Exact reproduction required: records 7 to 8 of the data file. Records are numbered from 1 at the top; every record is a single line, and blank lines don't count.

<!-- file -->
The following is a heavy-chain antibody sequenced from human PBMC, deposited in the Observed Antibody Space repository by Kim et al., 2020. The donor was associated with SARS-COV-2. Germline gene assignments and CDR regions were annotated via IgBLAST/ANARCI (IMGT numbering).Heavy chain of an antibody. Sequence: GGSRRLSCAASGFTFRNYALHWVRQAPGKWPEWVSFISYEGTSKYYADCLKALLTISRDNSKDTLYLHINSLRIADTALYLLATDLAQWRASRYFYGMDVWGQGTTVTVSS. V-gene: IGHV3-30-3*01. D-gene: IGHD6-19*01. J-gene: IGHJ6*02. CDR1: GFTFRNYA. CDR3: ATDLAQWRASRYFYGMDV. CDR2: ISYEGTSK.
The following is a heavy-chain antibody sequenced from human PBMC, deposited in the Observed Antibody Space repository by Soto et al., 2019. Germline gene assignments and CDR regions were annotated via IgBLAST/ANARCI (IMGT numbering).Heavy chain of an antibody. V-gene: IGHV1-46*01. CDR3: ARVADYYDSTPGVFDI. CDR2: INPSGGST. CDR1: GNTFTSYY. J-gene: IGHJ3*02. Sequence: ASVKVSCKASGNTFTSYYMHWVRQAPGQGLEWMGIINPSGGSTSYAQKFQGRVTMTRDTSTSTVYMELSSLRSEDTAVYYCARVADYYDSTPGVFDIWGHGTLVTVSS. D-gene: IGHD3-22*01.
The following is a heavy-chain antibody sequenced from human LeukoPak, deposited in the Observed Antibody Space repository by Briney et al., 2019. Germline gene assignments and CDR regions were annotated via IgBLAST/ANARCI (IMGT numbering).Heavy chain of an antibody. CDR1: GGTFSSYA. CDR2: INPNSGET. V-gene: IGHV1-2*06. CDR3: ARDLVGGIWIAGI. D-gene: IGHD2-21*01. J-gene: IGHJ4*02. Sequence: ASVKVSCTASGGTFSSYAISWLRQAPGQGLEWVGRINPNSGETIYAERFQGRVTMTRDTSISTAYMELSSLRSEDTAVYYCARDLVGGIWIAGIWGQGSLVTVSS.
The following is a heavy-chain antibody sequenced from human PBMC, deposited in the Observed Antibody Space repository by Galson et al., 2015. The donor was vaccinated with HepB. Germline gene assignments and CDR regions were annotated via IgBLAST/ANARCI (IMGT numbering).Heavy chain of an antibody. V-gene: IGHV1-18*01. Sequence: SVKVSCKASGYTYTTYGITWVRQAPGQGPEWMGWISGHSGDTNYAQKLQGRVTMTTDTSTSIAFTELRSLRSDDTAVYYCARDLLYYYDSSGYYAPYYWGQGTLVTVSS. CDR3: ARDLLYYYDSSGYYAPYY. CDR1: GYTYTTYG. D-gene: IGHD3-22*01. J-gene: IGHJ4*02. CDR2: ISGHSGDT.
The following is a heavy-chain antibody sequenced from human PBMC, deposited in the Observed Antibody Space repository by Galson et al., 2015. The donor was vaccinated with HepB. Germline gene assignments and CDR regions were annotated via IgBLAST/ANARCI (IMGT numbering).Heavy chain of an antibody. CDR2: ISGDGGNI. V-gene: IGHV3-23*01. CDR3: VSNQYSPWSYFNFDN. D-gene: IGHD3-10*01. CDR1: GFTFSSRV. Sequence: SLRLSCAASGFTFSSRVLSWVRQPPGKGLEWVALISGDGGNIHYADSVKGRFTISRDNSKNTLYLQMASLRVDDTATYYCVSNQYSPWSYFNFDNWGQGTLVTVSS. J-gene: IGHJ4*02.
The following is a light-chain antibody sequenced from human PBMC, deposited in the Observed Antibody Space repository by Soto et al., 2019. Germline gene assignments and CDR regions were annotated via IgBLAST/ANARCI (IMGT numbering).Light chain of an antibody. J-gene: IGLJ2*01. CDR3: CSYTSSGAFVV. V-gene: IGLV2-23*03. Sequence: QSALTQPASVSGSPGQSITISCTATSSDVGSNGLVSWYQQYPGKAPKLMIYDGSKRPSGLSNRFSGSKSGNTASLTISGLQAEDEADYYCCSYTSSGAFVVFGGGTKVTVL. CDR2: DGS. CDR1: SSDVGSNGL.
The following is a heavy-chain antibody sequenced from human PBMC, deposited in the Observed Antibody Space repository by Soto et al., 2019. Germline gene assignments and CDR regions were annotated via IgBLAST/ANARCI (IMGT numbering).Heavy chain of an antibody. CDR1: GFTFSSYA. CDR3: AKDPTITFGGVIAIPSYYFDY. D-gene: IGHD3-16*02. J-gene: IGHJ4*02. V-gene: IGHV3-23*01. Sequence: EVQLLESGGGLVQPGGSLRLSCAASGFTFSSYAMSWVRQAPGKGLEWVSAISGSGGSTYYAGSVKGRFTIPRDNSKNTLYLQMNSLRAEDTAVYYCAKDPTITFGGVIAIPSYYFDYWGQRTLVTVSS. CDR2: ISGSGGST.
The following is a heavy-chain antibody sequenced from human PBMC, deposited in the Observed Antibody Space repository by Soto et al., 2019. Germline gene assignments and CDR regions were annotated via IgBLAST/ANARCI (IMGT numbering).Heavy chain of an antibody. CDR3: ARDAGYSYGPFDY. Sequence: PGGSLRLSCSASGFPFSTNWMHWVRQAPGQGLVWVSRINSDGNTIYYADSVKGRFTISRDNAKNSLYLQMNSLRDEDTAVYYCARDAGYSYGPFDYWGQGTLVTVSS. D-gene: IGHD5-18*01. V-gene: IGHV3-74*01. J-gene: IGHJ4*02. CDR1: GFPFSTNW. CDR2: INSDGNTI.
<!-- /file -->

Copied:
The following is a heavy-chain antibody sequenced from human PBMC, deposited in the Observed Antibody Space repository by Soto et al., 2019. Germline gene assignments and CDR regions were annotated via IgBLAST/ANARCI (IMGT numbering).Heavy chain of an antibody. CDR1: GFTFSSYA. CDR3: AKDPTITFGGVIAIPSYYFDY. D-gene: IGHD3-16*02. J-gene: IGHJ4*02. V-gene: IGHV3-23*01. Sequence: EVQLLESGGGLVQPGGSLRLSCAASGFTFSSYAMSWVRQAPGKGLEWVSAISGSGGSTYYAGSVKGRFTIPRDNSKNTLYLQMNSLRAEDTAVYYCAKDPTITFGGVIAIPSYYFDYWGQRTLVTVSS. CDR2: ISGSGGST.
The following is a heavy-chain antibody sequenced from human PBMC, deposited in the Observed Antibody Space repository by Soto et al., 2019. Germline gene assignments and CDR regions were annotated via IgBLAST/ANARCI (IMGT numbering).Heavy chain of an antibody. CDR3: ARDAGYSYGPFDY. Sequence: PGGSLRLSCSASGFPFSTNWMHWVRQAPGQGLVWVSRINSDGNTIYYADSVKGRFTISRDNAKNSLYLQMNSLRDEDTAVYYCARDAGYSYGPFDYWGQGTLVTVSS. D-gene: IGHD5-18*01. V-gene: IGHV3-74*01. J-gene: IGHJ4*02. CDR1: GFPFSTNW. CDR2: INSDGNTI.